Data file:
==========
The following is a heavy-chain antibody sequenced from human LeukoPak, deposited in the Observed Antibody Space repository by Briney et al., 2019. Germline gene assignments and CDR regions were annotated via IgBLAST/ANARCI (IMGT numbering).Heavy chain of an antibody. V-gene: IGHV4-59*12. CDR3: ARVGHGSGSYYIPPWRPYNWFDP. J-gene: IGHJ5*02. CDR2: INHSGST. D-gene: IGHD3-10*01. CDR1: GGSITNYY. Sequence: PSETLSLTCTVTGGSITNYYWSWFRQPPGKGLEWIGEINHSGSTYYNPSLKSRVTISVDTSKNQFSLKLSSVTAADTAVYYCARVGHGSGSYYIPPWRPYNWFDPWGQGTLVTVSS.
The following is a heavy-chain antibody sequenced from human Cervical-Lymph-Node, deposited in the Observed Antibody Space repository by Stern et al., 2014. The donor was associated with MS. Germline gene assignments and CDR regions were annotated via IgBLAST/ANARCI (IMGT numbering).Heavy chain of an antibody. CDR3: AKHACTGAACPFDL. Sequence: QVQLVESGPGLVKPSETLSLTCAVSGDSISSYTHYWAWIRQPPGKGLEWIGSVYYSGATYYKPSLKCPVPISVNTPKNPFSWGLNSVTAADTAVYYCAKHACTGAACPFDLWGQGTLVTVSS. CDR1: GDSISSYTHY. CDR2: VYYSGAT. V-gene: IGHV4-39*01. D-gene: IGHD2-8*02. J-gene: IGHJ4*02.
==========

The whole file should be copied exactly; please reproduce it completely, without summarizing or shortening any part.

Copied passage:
The following is a heavy-chain antibody sequenced from human LeukoPak, deposited in the Observed Antibody Space repository by Briney et al., 2019. Germline gene assignments and CDR regions were annotated via IgBLAST/ANARCI (IMGT numbering).Heavy chain of an antibody. V-gene: IGHV4-59*12. CDR3: ARVGHGSGSYYIPPWRPYNWFDP. J-gene: IGHJ5*02. CDR2: INHSGST. D-gene: IGHD3-10*01. CDR1: GGSITNYY. Sequence: PSETLSLTCTVTGGSITNYYWSWFRQPPGKGLEWIGEINHSGSTYYNPSLKSRVTISVDTSKNQFSLKLSSVTAADTAVYYCARVGHGSGSYYIPPWRPYNWFDPWGQGTLVTVSS.
The following is a heavy-chain antibody sequenced from human Cervical-Lymph-Node, deposited in the Observed Antibody Space repository by Stern et al., 2014. The donor was associated with MS. Germline gene assignments and CDR regions were annotated via IgBLAST/ANARCI (IMGT numbering).Heavy chain of an antibody. CDR3: AKHACTGAACPFDL. Sequence: QVQLVESGPGLVKPSETLSLTCAVSGDSISSYTHYWAWIRQPPGKGLEWIGSVYYSGATYYKPSLKCPVPISVNTPKNPFSWGLNSVTAADTAVYYCAKHACTGAACPFDLWGQGTLVTVSS. CDR1: GDSISSYTHY. CDR2: VYYSGAT. V-gene: IGHV4-39*01. D-gene: IGHD2-8*02. J-gene: IGHJ4*02.